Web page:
From behind me, I heard a raspy, older, female voice ask me, ‘You guys gonna win today?’
I turned around. The voice belonged to Amy Madigan, the actress who played Kevin Costner’s wife in Field of Dreams.
'Yes,' I told her. 'We are going to win today. But I don't know about tomorrow.'
'Who's pitching?' she asked.
'Lester today. Tomorrow, I don't know. Might be Kevin Costner.'
She thought this was funny.
Self-indulgent? I always wondered why that tag didn’t stick with white athletes such as Eli Manning, John Elway, Danny Ferry and Kiki Vandeweghe, who refused to play for the teams that drafted them until they could force a trade. Did they avoid permanent ostracizing for their blatant attempt to circumvent the rules that are essential for competitive balance in the league simply because they were white? They certainly don’t pop up on the list when we talk about spoiled athletes.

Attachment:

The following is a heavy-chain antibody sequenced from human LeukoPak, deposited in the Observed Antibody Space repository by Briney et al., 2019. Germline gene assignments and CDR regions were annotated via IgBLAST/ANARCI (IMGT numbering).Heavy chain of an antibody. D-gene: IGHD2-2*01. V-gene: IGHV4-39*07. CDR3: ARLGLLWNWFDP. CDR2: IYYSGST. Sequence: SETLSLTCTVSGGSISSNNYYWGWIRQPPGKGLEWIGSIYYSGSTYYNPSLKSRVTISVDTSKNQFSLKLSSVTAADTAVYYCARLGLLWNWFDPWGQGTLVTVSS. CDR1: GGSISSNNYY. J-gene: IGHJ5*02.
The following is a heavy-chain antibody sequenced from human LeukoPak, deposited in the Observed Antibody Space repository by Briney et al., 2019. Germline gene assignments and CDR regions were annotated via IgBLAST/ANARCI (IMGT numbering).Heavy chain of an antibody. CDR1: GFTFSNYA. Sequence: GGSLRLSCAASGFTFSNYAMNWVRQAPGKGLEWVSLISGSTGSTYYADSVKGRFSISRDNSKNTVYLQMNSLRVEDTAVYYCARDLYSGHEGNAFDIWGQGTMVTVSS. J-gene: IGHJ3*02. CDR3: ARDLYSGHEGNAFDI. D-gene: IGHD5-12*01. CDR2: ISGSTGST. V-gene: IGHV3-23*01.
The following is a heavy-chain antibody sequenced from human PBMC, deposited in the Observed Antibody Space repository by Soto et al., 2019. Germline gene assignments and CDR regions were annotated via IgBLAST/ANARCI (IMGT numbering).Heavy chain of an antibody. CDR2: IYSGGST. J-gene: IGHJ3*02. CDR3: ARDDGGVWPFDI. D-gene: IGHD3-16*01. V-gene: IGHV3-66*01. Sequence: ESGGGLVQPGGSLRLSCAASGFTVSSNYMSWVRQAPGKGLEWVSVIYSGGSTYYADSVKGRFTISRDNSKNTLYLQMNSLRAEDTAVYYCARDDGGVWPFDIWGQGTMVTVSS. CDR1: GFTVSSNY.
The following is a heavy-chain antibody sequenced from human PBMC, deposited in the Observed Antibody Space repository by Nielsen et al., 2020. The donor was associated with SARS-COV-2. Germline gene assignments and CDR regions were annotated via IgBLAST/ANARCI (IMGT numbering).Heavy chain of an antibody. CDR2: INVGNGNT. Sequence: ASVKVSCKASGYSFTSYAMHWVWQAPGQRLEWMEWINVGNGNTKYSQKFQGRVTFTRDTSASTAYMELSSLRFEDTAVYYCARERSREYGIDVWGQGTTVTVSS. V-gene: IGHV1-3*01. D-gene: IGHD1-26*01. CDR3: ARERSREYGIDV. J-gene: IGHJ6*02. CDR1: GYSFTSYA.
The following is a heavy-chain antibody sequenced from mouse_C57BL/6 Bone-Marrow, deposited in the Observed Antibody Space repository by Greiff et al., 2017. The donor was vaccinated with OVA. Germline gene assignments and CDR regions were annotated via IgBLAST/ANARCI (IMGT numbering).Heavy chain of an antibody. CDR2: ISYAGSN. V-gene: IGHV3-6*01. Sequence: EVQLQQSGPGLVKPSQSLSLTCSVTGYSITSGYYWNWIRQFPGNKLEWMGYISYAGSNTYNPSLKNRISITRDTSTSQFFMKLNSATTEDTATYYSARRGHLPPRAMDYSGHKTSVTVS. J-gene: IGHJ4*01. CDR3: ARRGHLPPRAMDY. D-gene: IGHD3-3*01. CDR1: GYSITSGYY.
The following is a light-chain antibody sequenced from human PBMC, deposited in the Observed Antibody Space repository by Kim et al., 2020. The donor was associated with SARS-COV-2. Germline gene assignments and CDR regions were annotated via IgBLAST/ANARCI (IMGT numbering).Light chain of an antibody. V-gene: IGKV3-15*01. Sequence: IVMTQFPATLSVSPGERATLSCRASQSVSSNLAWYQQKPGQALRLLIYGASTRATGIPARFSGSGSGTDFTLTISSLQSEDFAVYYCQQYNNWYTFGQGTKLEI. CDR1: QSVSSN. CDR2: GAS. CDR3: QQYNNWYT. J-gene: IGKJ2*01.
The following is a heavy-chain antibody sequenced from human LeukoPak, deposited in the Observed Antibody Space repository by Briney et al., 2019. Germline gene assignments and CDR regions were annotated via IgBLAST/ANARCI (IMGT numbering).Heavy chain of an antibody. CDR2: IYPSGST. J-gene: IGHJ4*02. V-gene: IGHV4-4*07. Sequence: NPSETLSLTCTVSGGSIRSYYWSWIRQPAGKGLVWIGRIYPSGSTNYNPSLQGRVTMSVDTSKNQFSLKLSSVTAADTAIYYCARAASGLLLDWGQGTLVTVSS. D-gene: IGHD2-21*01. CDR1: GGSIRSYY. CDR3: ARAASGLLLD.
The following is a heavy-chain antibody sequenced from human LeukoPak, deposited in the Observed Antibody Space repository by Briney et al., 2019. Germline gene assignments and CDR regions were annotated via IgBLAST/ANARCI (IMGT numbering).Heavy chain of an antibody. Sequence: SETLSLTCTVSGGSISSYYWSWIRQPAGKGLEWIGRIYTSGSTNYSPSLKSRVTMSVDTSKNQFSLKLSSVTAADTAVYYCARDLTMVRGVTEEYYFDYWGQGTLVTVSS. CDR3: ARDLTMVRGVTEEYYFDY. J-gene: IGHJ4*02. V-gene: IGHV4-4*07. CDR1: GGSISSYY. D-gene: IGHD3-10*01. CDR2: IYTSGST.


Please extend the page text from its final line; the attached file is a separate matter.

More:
LeBron, like the “draft dodgers,” never was accused of a major crime against society. But this week LeBron made a transgression that fewer are willing to forgive. He just forced us to discuss the existence of something none of us feels comfortable doing. He caused us to examine the bias that’s always lurking, that has the potential to spring from any of us.